The holidays are upon us, and it's nearly impossible to check your email, listen to the radio, or watch TV without being bombarded with ads for Black Friday, Cyber Monday, or some other sale. If you are looking for a great gift, I have a couple of book suggestions!
I often think about how lucky I am to have the fly-on-the-wall vantage point that I do, because it is in the tribulations and triumphs of the process of design and tinkering that student learning is most visible, not in the end product.
Students often ask parents and teachers questions about what they are learning, and how we answer those questions conveys powerful messages that can influence a child's sense of their own abilities and confidence.
As my trail crew of 7th graders and I went over the plan for our final day in the Yosemite backcountry, we began preparing ourselves for a big day on the trail. Two days earlier, we had hiked seven miles and climbed more than 2,000 feet in elevation from Tioga Road to our beautiful campsite right alongside the largest of the Ten Lakes.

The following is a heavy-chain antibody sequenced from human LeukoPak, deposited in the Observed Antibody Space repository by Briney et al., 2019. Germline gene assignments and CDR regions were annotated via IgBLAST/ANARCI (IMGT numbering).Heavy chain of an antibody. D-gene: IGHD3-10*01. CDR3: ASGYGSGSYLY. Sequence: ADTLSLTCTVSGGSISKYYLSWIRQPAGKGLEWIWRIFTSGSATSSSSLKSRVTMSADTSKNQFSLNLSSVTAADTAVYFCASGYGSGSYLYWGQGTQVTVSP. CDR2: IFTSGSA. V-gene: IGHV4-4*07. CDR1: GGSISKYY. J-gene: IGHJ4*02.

Over the summer I listened to an episode of the podcast Note to Self, which is described by its host, Manoush Zomorodi, as, "the tech show about being human." The topic of the episode was kids and screens and the special guest was Elizabeth Englander, a researcher, professor of psychology, and the executive director of the Massachusetts Aggression Reduction Center at Bridgewater State University. I found the episode surprisingly comforting. Why?